Joan J. Strong June 14, 2012 at 02:56 AM
It would be even better to get through an entire thread without personal attacks by BCS people. Haven't seen that happen yet though. The bond is not on the ballot yet, yes, but BCS people are already coming out against it online and undercutting it at every chance they get. You don't even have to turn the page on your browser to verify this fact.
Ross June 14, 2012 at 03:04 AM
1500 people signing the petition = about 5% of the community and I'm sure those are the 1500 people that are most invested in opening a 10th campus and stand to benefit by it. Hopefully the city council will also consider the other 95% of the Los Altos residents that might prefer to use city property for purposes that benefit all the residents, not just those with elementary school children. And remember that a fair number of our residents attend CUSD and also a fair number of our school children are Mountain View residents who do not pay LA city taxes but would be occupying city property.
LASD resident June 14, 2012 at 03:13 AM
You know Joan, I haven't seen many personal attacks just people stating their point of view.Even Ron hardly ever gets personal. You just don't like what he has to say. I also heard after the Mediated Settlement of 5/7 that the BCS foundation made a sizable donation to KLASS. The BCS Board is not currently against the Bond and claiming they already are is simply not true. Alot of LASD residents are against the bond for a variety of reasons.But as we all know there won't be a bond measure anyway.
Joan J. Strong June 14, 2012 at 03:25 AM
Based on the current growth rates, households with children will be the majority in about five more years. Meanwhile, very few people vote for local elections, and even fewer campaign for them. Any political consultant will tell you that 1500 adults (which is far more than 5% of the community) is a massive, massive voting block--and that took us a mere week to generate. Oh, and the last poll for the bond showed that older people do not side with BCS--quite the opposite--and support public education very strongly. Now, I'm not sure how letting a rotting school campus sit there waiting to be condemned in the next minor earthquake benefits all residents. Only allowing it to be purchased by LASD (giving the City $30m it otherwise cannot raise) and creating a mixed-use facility will benefit all current Hillview patrons. The current strategy of waiting for a pipe-dream civic center to be approved by voters will not. All of this FUD is a clear attempt by BCS to deprive our schools from needed funding and facilities and nothing more. The worse it is for LASD, the better it is for them (so they think) so here we are, listening to their agents...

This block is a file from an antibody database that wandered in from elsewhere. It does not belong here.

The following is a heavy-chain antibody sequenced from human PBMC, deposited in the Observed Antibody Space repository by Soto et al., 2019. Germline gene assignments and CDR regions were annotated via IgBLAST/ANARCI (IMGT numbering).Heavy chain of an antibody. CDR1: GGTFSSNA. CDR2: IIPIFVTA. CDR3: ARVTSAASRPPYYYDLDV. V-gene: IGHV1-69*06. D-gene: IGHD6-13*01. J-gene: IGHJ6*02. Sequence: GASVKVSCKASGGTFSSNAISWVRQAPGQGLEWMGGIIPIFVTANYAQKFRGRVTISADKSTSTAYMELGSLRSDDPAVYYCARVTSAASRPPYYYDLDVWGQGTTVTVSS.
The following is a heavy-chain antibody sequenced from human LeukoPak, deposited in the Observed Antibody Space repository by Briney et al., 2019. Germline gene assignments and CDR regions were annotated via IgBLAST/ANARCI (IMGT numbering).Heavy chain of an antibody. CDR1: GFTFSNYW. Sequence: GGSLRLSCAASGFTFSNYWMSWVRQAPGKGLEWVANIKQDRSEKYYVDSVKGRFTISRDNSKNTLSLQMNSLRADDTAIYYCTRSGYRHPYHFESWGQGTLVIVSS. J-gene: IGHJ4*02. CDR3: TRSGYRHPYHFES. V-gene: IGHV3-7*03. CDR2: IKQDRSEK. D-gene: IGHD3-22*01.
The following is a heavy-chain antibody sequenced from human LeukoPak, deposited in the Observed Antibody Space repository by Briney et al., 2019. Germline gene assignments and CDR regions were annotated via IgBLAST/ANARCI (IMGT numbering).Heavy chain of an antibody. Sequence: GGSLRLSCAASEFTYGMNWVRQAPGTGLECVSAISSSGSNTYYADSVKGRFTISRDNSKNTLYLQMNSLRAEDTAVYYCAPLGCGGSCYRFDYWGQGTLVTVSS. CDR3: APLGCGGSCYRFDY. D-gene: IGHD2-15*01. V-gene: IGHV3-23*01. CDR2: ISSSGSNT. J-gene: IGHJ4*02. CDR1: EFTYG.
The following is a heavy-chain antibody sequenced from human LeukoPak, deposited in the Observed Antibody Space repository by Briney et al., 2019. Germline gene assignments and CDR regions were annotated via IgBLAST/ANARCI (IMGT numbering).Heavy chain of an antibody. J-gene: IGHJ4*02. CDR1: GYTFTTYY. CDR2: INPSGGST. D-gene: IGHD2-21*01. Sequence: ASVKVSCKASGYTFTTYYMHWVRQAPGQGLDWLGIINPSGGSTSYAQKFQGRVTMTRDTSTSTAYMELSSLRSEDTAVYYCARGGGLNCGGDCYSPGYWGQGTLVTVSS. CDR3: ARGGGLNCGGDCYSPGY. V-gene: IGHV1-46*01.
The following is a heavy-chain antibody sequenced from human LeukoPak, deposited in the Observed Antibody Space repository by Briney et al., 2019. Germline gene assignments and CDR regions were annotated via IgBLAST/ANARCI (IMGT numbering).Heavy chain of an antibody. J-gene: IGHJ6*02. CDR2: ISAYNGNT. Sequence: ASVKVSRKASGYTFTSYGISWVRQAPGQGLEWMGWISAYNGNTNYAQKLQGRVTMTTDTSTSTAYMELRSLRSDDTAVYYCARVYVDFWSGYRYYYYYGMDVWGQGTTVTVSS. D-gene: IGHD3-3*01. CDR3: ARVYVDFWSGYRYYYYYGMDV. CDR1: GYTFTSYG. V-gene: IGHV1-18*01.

lasd resident June 14, 2012 at 03:34 AM
Actually, API scores haven't basically changed since the schools were in excess of 600. Since I'm not one that believes API scores tell you much at this level of school, I will grant you that it will change the experience somewhat. However, I don't understand why no one is discussing the LASD budget woes as part of this discussion. Randy Kenyon stated that if the new taxes proposed by Governor Brown don't pass than LASD will lose $2million. Where's that going to come from? The CACF presented that LASD is faced with a $1.7 million deficit in 2013-14 (and that's even if Brown's tax increases pass). It only gets worse from there. I cannot see building a new school when we cannot afford the ones we have. Yes, some of the schools may need to be at 650--but fortunately, LASD has already proven they can run schools that size.